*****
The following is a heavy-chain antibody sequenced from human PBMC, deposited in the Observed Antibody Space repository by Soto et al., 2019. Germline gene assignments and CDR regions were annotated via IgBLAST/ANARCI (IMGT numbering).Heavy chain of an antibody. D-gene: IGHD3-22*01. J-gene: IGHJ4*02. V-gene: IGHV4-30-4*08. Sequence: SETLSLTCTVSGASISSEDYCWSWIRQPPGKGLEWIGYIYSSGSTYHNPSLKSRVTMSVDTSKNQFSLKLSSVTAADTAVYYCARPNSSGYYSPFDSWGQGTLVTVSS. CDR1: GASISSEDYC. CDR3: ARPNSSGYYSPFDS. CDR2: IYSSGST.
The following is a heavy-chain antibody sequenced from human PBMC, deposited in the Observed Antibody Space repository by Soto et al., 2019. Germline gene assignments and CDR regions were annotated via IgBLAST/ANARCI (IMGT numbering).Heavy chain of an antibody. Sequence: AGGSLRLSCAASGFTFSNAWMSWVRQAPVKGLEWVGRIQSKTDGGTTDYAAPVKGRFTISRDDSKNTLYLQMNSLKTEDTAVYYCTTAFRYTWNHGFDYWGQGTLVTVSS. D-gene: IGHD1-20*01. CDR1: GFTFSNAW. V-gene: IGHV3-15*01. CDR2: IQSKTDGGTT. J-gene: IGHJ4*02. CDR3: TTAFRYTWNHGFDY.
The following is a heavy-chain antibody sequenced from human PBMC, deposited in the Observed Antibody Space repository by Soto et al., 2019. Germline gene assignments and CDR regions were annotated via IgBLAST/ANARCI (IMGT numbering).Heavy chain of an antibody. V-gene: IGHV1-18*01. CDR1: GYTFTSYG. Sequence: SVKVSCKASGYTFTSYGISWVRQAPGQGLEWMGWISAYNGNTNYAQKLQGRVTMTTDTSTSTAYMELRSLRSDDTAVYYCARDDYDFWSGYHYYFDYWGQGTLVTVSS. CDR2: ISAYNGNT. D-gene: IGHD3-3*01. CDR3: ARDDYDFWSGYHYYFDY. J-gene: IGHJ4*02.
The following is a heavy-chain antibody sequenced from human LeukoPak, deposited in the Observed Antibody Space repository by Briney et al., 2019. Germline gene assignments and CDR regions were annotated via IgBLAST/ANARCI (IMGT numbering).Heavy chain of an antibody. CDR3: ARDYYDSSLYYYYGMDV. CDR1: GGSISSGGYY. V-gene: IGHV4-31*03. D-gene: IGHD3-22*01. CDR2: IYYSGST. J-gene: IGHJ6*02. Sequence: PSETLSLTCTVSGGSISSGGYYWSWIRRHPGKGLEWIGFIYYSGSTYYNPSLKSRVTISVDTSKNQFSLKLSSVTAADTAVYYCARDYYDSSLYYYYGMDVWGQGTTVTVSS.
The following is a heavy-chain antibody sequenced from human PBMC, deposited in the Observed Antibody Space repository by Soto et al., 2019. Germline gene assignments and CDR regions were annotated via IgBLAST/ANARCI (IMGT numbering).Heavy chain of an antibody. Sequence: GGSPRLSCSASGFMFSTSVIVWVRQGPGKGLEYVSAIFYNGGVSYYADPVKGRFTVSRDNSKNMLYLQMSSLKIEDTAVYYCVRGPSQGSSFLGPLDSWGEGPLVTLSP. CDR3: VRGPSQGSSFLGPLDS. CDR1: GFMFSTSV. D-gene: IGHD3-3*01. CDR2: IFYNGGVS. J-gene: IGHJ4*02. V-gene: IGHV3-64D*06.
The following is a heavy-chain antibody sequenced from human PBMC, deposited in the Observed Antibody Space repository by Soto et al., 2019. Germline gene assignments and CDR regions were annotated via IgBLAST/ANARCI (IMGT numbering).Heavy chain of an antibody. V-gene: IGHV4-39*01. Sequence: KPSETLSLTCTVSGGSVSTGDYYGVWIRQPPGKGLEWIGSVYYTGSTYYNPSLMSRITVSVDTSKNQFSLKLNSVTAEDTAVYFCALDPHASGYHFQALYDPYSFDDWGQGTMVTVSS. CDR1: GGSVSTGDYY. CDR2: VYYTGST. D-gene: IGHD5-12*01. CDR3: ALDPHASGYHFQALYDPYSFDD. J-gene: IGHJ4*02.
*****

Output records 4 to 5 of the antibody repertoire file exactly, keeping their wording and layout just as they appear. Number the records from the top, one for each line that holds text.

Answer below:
The following is a heavy-chain antibody sequenced from human LeukoPak, deposited in the Observed Antibody Space repository by Briney et al., 2019. Germline gene assignments and CDR regions were annotated via IgBLAST/ANARCI (IMGT numbering).Heavy chain of an antibody. CDR3: ARDYYDSSLYYYYGMDV. CDR1: GGSISSGGYY. V-gene: IGHV4-31*03. D-gene: IGHD3-22*01. CDR2: IYYSGST. J-gene: IGHJ6*02. Sequence: PSETLSLTCTVSGGSISSGGYYWSWIRRHPGKGLEWIGFIYYSGSTYYNPSLKSRVTISVDTSKNQFSLKLSSVTAADTAVYYCARDYYDSSLYYYYGMDVWGQGTTVTVSS.
The following is a heavy-chain antibody sequenced from human PBMC, deposited in the Observed Antibody Space repository by Soto et al., 2019. Germline gene assignments and CDR regions were annotated via IgBLAST/ANARCI (IMGT numbering).Heavy chain of an antibody. Sequence: GGSPRLSCSASGFMFSTSVIVWVRQGPGKGLEYVSAIFYNGGVSYYADPVKGRFTVSRDNSKNMLYLQMSSLKIEDTAVYYCVRGPSQGSSFLGPLDSWGEGPLVTLSP. CDR3: VRGPSQGSSFLGPLDS. CDR1: GFMFSTSV. D-gene: IGHD3-3*01. CDR2: IFYNGGVS. J-gene: IGHJ4*02. V-gene: IGHV3-64D*06.